TV & Radio
Cabinet minister remarks give Japan PM a headache
By Linda Sieg
Mon Jan 29, 1:31 AM ET
First, his defense minister risks offending Japan's key ally, the United States, by calling the start of the Iraq war a "mistake." Then, his health minister sparks a domestic fuss by calling women "birth-giving machines."
Gaffes by cabinet ministers are giving Japanese Prime Minister Shinzo Abe a political headache when his support ratings are already slipping due to doubts about his leadership ability -- hardly cheering ahead of an upper house election in July.
"I want to make clear that our cabinet is not allowing people to just say what they want," Chief Cabinet Secretary Yasuhisa Shiozaki told a news conference on Monday at which he was bombarded with questions about the comments by the two ministers.
Abe came under fire when he took office in September for creating a 'crony cabinet" of lawmakers who had supported his bid to become prime minister. Now, some critics say his choices are coming back to haunt him.
"These people are not media savvy. They are feudal warlords who voice their frank opinions," said Jesper Koll, chief economist at Merrill Lynch in Tokyo. "He put them in the cabinet ... and now he's stuck with them."
Abe told parliament he had given a strong warning to Health Minister Hakuo Yanagisawa about his "inappropriate" phrase, and Yanagisawa himself apologized for "hurting women's feelings."
Yanagisawa, 71, had been speaking to local lawmakers about Japan's rock-bottom birth rate, which has raised concerns about economic growth and the ability to fund ballooning pension costs.
"Because the number of birth-giving machines and devices is fixed, all we can ask for is for them to do their best per head, although it may not be so appropriate to call them machines," Kyodo quoted Yanagisawa as saying.
Defense MINISTER REMARKS
Shiozaki was also grilled about the latest controversial remarks by Defense Minister Fumio Kyuma, who last week said President Bush had been wrong to start the Iraq war on the assumption that Baghdad had nuclear weapons.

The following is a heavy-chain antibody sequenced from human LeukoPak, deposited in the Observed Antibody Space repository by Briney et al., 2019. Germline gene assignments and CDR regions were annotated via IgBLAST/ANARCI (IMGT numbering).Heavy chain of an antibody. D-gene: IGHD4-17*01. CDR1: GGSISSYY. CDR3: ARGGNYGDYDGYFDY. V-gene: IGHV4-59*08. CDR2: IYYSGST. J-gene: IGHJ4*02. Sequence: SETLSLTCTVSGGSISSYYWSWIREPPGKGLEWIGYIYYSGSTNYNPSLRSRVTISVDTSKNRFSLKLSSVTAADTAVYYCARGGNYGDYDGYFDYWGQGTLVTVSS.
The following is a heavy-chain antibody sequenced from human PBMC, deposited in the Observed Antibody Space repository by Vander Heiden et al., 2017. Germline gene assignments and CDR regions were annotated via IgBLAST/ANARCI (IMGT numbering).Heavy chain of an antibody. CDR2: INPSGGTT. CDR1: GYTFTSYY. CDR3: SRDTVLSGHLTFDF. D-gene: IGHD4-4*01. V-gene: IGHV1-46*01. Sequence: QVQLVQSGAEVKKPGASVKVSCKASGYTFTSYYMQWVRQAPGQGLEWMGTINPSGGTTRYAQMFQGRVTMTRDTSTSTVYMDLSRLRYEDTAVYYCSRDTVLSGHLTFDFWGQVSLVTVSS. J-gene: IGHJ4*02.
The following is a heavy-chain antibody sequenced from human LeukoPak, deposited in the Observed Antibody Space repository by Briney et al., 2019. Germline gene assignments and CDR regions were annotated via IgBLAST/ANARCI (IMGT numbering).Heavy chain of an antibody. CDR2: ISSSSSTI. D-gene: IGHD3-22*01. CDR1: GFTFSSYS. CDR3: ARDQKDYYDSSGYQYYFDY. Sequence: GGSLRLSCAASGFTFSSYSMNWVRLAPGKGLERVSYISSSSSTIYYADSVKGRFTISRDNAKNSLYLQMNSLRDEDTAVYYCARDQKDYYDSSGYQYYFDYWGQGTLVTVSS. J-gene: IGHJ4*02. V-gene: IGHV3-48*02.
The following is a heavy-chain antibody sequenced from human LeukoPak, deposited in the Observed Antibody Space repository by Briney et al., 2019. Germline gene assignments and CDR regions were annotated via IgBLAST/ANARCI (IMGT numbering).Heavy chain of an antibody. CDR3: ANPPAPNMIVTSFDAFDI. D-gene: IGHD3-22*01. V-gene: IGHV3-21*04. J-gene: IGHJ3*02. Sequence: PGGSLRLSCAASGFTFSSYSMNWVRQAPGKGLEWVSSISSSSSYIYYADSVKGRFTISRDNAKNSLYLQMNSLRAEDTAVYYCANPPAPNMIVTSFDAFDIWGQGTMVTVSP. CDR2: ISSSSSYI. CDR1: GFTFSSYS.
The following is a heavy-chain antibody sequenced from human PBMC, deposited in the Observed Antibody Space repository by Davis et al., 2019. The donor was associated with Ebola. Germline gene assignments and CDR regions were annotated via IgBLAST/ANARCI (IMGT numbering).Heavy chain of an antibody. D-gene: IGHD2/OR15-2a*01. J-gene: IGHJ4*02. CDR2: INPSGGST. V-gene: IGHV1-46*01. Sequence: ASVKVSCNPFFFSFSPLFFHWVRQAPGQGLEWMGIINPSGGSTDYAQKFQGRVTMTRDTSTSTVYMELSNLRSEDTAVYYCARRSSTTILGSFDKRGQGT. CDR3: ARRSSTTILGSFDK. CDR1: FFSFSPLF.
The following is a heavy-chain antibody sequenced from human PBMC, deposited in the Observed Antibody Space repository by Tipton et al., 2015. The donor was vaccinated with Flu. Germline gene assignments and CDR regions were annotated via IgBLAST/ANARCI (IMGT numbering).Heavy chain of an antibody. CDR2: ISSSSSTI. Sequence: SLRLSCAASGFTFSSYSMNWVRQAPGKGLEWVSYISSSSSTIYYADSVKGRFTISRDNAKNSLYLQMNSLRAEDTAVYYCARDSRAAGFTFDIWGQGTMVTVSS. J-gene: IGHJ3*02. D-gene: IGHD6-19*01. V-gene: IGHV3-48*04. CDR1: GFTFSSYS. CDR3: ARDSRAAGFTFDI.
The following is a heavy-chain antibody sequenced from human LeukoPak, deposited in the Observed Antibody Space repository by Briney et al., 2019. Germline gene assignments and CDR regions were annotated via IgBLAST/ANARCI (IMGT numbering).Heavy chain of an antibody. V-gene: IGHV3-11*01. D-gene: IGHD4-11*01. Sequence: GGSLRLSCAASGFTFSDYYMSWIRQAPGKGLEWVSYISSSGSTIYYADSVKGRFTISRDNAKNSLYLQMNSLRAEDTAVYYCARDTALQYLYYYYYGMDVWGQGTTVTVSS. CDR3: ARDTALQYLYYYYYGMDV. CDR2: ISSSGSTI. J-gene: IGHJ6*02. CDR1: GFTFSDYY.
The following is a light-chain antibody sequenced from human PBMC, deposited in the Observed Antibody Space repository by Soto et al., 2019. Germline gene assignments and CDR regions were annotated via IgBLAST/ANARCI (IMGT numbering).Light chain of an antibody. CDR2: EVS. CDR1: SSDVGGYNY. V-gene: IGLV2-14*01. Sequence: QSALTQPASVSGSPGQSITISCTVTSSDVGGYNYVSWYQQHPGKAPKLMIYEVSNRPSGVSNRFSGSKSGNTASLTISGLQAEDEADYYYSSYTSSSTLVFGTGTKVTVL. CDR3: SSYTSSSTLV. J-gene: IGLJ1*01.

Kyuma was quoted as saying on Saturday that Washington didn't understand the need for "spadework" to win approval from the governor of Okinawa to relocate a U.S. military base on the southern Japanese island in line with a U.S.-Japan agreement.
"I am telling (the U.S. side) not to say such patronizing things, that I am talking to the governor, so please wait a bit and leave Japanese matters to Japan," Kyuma was quoted as saying.
Shiozaki acknowledged that U.S. officials had contacted Japanese authorities to check on Kyuma's comments about the Iraq war, but added there had not been any criticism.
The fuss over cabinet ministers' remarks coincides with new public opinion polls underscoring the decline in Abe's popularity.
Support for his cabinet fell six points to 40 percent, while that for his Liberal Democratic Party dropped six points to 25 percent, according to a weekend survey by the Mainichi newspaper.
Still, the main opposition Democratic Party -- which is aiming to deprive the ruling coalition of its majority in the upper house -- could take little consolation from the results, which showed its support rate fell four points to 13 percent.
The percentage of voters who said they backed no party at all rose 10 points to 49 percent, the newspaper said.
A defeat in the upper house election would not automatically force Abe from office, but it would raise doubts about the longevity of his administration.
(Additional reporting by George Nishiyama and Chisa Fujioka)